Johnny Depp as Barnabas Collins
Michelle Pfeiffer as Elizabeth Collins Stoddard
Helena Bonham Carter as Dr. Julia Hoffman
Eva Green as Angelique Bouchard
Jackie Earle Haley as Willie Loomis
Jonny Lee Miller as Roger Collins
Bella Heathcote as Victoria Winters / Josette DuPres
ChloŽ Grace Moretz as Carolyn Stoddard
Gulliver McGrath as David Collins
Ray Shirley as Mrs. Johnson
Christopher Lee as Clarney
Alice Cooper as Alice Cooper
Ivan Kaye as Joshua Collins
Susanna Cappellaro as Naomi Collins
Josephine Butler as David's Mother
Directed by Tim Burton
In the late 18th Century, Barnabas Collins (Johnny Depp) spurned the love of the witch Angelique (Eva Green) who cursed him, turning him into a vampire and having him buried alive. In 1972, his coffin is found and opened and he returns to his beloved mansion Collinswood where his descendants still live and he discovers the world has changed a lot in the 200 years he was gone, although Angelique is still alive and trying to ruin the Collinsí business and name.
By now, the history of director Tim Burton and his best bud and frequent collaborator Johnny Depp is fairly well known with watershed high points "Edward Scissorhands" and "Ed Wood" followed by lots of "Ed"-less movies that have received mixed reactions. In fact, it almost seems like the weaker the results of their collaboration, the more money a movie will make at the box office, and if that rule holds, Warner Bros. should be very happy with the box office performance of "Dark Shadows."
You may already know that this is based on the cult supernatural soap opera of the '60s, but rather than maintaining the shoddy charm of the television show's notoriously poor production values, the film is on the opposite side of the spectrum as Tim Burton and his team do an amazing job introducing the lush environment of Collinsport, Maine, where the story mainly takes place. It opens with the backstory of Barnabas Collins and how he came to be cursed by a witch before it jumps forward to 1972 where we meet Victoria Winters (Bella Heathcoate) who comes to Collinswood to take a job as a nanny to young troubled David, whose mother died years earlier. Barnabas' returns to find this dysfunctional family residing in his mansion, and we end up with something that crosses "The Addams Family" with "The Witches of Eastwick."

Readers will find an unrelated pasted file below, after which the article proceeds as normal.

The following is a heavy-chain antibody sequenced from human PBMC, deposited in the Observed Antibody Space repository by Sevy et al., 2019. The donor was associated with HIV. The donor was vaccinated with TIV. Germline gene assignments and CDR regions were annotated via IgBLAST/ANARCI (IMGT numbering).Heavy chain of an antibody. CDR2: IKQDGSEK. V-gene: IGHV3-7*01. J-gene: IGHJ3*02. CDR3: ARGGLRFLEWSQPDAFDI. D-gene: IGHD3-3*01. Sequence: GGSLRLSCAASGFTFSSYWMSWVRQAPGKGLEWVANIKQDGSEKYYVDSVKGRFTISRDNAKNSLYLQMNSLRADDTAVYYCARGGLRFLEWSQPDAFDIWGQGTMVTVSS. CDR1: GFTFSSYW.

Working from a script by author Seth Grahame-Smith, the storytelling isnít particularly clear--for instance, itís not obvious that Hoffman is after Barnabas' blood at first, because there seems to be a good chunk of that subplot missing. For the most part, the movie purports itself to be a comedy but it's not terribly funny and the funniest gags have been pretty much played to death in the commercials and trailers. Many of the jokes just seem very obvious and lazy, doing little to lift the film's laconic pace that contains just enough of the required soap opera melodrama expected from fans of the TV show, though all handled relatively tongue in cheek. At times, it feels like they're trying too hard to be weird for the sake of being weird, yet they never go so far out on the limb that it ever really feels particularly daring.
You have to give Depp credit for committing himself to being covered in white pancake make-up with blood red lipstick and eye shadow and his delivery of flowery Old English speech, but it's not exactly a character that ever rises above its singular joke. We get it. Barnabas is a vampire living out of time, a fish-out-of-water trying to adjust to the very different world. That one joke only goes so far and we never fully understand his motivations since his behavior is just as erratic as Depp's other recent creations.
As always, Burton has assembled a terrific cast around Depp and the women are particularly strong, including another great performance by Michelle Pfeiffer as the family matriarch. By the second half, she seems to have taken a backseat to some of the other women, such as Helena Bonham Carter as the alcoholic psychiatrist Dr. Julia Hoffman, whose bright orange wig offers some of the movie's rare color and Eva Green as the sultry and deliciously evil witch Angelique with a big grin and a surprisingly good American accent. Chloe Moritz is also decent as teen daughter Caroline who is becoming aware of her own sexuality, while even relative newcomer Bella Heathcoate helps to balance Depp's constant posturing and make it more watchable.
It's hard to hate the movie because every single scene looks so damn good due to the efforts of production designer Rick Heinrichs and cinematographer Bruno Delbonnel, but by the fifth or sixth time you see waves crashing against the rocks, you start to wonder if Burton himself realized the story didn't have the depth to keep audiences interested. Burton's frequent collaborator Danny Elfman offers a glorious and epic score combining his usual orchestral flourishes with period tunes from the time, and just when you've thought that Burton and Depp have gone as far into Goth territory as they can go, rocker Alice Cooper shows up in a forced cameo performance.
The Bottom Line:
There's some fun to be had in Burton and Depp's attempt to reinvigorate the cult classic from the '60s, though lacking depth of previous collaborations makes it feel like it's trying too hard but never quite achieving what it set out to do. Your enjoyment may depend entirely on how much seeing Depp as a vampire makes up for the often dull storytelling.